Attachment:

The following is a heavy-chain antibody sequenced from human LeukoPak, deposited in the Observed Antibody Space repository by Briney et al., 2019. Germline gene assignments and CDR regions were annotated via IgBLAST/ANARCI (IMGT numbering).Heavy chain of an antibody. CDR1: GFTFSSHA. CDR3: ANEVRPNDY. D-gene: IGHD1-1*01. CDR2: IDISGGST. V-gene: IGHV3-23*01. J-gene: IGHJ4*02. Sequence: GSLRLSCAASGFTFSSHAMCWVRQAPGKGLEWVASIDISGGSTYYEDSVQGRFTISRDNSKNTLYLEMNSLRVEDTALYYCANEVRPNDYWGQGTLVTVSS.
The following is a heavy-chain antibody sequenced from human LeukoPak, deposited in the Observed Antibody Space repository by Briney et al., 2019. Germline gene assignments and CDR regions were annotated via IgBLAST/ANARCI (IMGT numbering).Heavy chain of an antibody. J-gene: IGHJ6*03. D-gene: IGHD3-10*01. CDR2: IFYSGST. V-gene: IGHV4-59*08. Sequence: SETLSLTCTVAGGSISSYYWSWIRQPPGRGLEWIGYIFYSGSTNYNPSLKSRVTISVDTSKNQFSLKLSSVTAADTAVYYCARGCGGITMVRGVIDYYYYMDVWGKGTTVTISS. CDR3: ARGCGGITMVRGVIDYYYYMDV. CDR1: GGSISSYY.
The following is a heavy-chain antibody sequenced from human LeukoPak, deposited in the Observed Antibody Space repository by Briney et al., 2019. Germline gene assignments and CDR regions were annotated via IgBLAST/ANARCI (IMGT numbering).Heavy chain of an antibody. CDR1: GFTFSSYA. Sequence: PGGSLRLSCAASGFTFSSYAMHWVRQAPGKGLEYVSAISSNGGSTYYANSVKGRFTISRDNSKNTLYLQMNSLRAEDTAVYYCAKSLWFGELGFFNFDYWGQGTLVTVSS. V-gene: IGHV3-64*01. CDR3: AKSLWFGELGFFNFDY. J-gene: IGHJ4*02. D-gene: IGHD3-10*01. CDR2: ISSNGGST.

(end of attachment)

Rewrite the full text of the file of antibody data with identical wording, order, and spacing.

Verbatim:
The following is a heavy-chain antibody sequenced from human LeukoPak, deposited in the Observed Antibody Space repository by Briney et al., 2019. Germline gene assignments and CDR regions were annotated via IgBLAST/ANARCI (IMGT numbering).Heavy chain of an antibody. CDR1: GFTFSSHA. CDR3: ANEVRPNDY. D-gene: IGHD1-1*01. CDR2: IDISGGST. V-gene: IGHV3-23*01. J-gene: IGHJ4*02. Sequence: GSLRLSCAASGFTFSSHAMCWVRQAPGKGLEWVASIDISGGSTYYEDSVQGRFTISRDNSKNTLYLEMNSLRVEDTALYYCANEVRPNDYWGQGTLVTVSS.
The following is a heavy-chain antibody sequenced from human LeukoPak, deposited in the Observed Antibody Space repository by Briney et al., 2019. Germline gene assignments and CDR regions were annotated via IgBLAST/ANARCI (IMGT numbering).Heavy chain of an antibody. J-gene: IGHJ6*03. D-gene: IGHD3-10*01. CDR2: IFYSGST. V-gene: IGHV4-59*08. Sequence: SETLSLTCTVAGGSISSYYWSWIRQPPGRGLEWIGYIFYSGSTNYNPSLKSRVTISVDTSKNQFSLKLSSVTAADTAVYYCARGCGGITMVRGVIDYYYYMDVWGKGTTVTISS. CDR3: ARGCGGITMVRGVIDYYYYMDV. CDR1: GGSISSYY.
The following is a heavy-chain antibody sequenced from human LeukoPak, deposited in the Observed Antibody Space repository by Briney et al., 2019. Germline gene assignments and CDR regions were annotated via IgBLAST/ANARCI (IMGT numbering).Heavy chain of an antibody. CDR1: GFTFSSYA. Sequence: PGGSLRLSCAASGFTFSSYAMHWVRQAPGKGLEYVSAISSNGGSTYYANSVKGRFTISRDNSKNTLYLQMNSLRAEDTAVYYCAKSLWFGELGFFNFDYWGQGTLVTVSS. V-gene: IGHV3-64*01. CDR3: AKSLWFGELGFFNFDY. J-gene: IGHJ4*02. D-gene: IGHD3-10*01. CDR2: ISSNGGST.